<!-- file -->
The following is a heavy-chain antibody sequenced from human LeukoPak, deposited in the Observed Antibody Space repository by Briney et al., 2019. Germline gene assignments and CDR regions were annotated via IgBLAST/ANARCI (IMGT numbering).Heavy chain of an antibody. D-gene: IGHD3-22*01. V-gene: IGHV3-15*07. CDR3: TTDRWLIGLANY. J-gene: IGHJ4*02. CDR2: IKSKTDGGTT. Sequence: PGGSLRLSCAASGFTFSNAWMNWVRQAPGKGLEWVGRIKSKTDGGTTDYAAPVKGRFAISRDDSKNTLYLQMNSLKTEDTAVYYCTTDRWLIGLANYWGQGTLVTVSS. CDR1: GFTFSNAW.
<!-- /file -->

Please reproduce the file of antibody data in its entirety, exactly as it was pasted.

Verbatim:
The following is a heavy-chain antibody sequenced from human LeukoPak, deposited in the Observed Antibody Space repository by Briney et al., 2019. Germline gene assignments and CDR regions were annotated via IgBLAST/ANARCI (IMGT numbering).Heavy chain of an antibody. D-gene: IGHD3-22*01. V-gene: IGHV3-15*07. CDR3: TTDRWLIGLANY. J-gene: IGHJ4*02. CDR2: IKSKTDGGTT. Sequence: PGGSLRLSCAASGFTFSNAWMNWVRQAPGKGLEWVGRIKSKTDGGTTDYAAPVKGRFAISRDDSKNTLYLQMNSLKTEDTAVYYCTTDRWLIGLANYWGQGTLVTVSS. CDR1: GFTFSNAW.